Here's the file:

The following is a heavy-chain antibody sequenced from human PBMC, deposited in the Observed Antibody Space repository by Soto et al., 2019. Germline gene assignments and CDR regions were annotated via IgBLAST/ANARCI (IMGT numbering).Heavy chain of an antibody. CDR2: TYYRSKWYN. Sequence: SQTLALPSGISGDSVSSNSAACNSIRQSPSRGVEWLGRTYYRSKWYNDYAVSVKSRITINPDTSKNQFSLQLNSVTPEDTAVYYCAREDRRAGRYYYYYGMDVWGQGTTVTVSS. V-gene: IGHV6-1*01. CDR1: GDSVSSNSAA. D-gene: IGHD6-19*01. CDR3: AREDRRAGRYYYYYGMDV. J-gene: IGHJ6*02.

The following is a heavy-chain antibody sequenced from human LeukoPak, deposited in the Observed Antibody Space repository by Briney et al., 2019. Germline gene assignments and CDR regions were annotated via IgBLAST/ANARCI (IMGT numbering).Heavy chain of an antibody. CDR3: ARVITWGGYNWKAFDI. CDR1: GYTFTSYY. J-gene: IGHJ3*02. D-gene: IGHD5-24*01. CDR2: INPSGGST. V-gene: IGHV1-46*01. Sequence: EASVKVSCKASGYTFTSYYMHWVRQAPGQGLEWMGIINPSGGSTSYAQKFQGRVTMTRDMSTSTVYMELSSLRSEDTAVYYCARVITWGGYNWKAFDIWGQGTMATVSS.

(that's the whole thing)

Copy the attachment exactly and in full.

The following is a heavy-chain antibody sequenced from human PBMC, deposited in the Observed Antibody Space repository by Soto et al., 2019. Germline gene assignments and CDR regions were annotated via IgBLAST/ANARCI (IMGT numbering).Heavy chain of an antibody. CDR2: TYYRSKWYN. Sequence: SQTLALPSGISGDSVSSNSAACNSIRQSPSRGVEWLGRTYYRSKWYNDYAVSVKSRITINPDTSKNQFSLQLNSVTPEDTAVYYCAREDRRAGRYYYYYGMDVWGQGTTVTVSS. V-gene: IGHV6-1*01. CDR1: GDSVSSNSAA. D-gene: IGHD6-19*01. CDR3: AREDRRAGRYYYYYGMDV. J-gene: IGHJ6*02.

The following is a heavy-chain antibody sequenced from human LeukoPak, deposited in the Observed Antibody Space repository by Briney et al., 2019. Germline gene assignments and CDR regions were annotated via IgBLAST/ANARCI (IMGT numbering).Heavy chain of an antibody. CDR3: ARVITWGGYNWKAFDI. CDR1: GYTFTSYY. J-gene: IGHJ3*02. D-gene: IGHD5-24*01. CDR2: INPSGGST. V-gene: IGHV1-46*01. Sequence: EASVKVSCKASGYTFTSYYMHWVRQAPGQGLEWMGIINPSGGSTSYAQKFQGRVTMTRDMSTSTVYMELSSLRSEDTAVYYCARVITWGGYNWKAFDIWGQGTMATVSS.